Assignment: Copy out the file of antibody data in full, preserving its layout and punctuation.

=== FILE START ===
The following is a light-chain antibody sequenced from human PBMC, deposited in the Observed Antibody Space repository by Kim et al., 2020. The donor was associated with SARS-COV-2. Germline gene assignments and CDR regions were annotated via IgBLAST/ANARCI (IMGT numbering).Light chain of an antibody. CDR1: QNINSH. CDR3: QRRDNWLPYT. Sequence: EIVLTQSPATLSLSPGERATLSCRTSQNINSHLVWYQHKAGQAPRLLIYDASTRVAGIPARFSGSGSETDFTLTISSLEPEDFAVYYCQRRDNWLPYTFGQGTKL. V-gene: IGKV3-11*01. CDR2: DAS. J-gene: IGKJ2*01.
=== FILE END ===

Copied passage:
The following is a light-chain antibody sequenced from human PBMC, deposited in the Observed Antibody Space repository by Kim et al., 2020. The donor was associated with SARS-COV-2. Germline gene assignments and CDR regions were annotated via IgBLAST/ANARCI (IMGT numbering).Light chain of an antibody. CDR1: QNINSH. CDR3: QRRDNWLPYT. Sequence: EIVLTQSPATLSLSPGERATLSCRTSQNINSHLVWYQHKAGQAPRLLIYDASTRVAGIPARFSGSGSETDFTLTISSLEPEDFAVYYCQRRDNWLPYTFGQGTKL. V-gene: IGKV3-11*01. CDR2: DAS. J-gene: IGKJ2*01.